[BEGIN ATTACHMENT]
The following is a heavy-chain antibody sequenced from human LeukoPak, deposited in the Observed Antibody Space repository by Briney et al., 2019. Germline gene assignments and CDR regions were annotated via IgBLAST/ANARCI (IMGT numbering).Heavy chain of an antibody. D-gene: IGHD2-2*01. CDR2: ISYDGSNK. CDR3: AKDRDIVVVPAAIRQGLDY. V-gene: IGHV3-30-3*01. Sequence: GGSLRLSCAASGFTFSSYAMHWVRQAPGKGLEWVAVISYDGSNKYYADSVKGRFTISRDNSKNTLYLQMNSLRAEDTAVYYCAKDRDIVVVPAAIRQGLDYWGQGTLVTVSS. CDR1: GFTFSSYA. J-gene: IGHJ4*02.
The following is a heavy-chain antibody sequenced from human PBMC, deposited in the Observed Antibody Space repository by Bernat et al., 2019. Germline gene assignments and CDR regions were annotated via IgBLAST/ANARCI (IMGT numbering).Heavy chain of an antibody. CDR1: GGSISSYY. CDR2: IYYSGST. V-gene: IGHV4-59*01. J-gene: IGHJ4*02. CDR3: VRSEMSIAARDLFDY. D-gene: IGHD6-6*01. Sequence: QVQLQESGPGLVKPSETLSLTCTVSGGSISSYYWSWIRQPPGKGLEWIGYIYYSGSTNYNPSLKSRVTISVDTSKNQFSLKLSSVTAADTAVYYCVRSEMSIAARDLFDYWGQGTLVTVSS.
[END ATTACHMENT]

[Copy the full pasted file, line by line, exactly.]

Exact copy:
The following is a heavy-chain antibody sequenced from human LeukoPak, deposited in the Observed Antibody Space repository by Briney et al., 2019. Germline gene assignments and CDR regions were annotated via IgBLAST/ANARCI (IMGT numbering).Heavy chain of an antibody. D-gene: IGHD2-2*01. CDR2: ISYDGSNK. CDR3: AKDRDIVVVPAAIRQGLDY. V-gene: IGHV3-30-3*01. Sequence: GGSLRLSCAASGFTFSSYAMHWVRQAPGKGLEWVAVISYDGSNKYYADSVKGRFTISRDNSKNTLYLQMNSLRAEDTAVYYCAKDRDIVVVPAAIRQGLDYWGQGTLVTVSS. CDR1: GFTFSSYA. J-gene: IGHJ4*02.
The following is a heavy-chain antibody sequenced from human PBMC, deposited in the Observed Antibody Space repository by Bernat et al., 2019. Germline gene assignments and CDR regions were annotated via IgBLAST/ANARCI (IMGT numbering).Heavy chain of an antibody. CDR1: GGSISSYY. CDR2: IYYSGST. V-gene: IGHV4-59*01. J-gene: IGHJ4*02. CDR3: VRSEMSIAARDLFDY. D-gene: IGHD6-6*01. Sequence: QVQLQESGPGLVKPSETLSLTCTVSGGSISSYYWSWIRQPPGKGLEWIGYIYYSGSTNYNPSLKSRVTISVDTSKNQFSLKLSSVTAADTAVYYCVRSEMSIAARDLFDYWGQGTLVTVSS.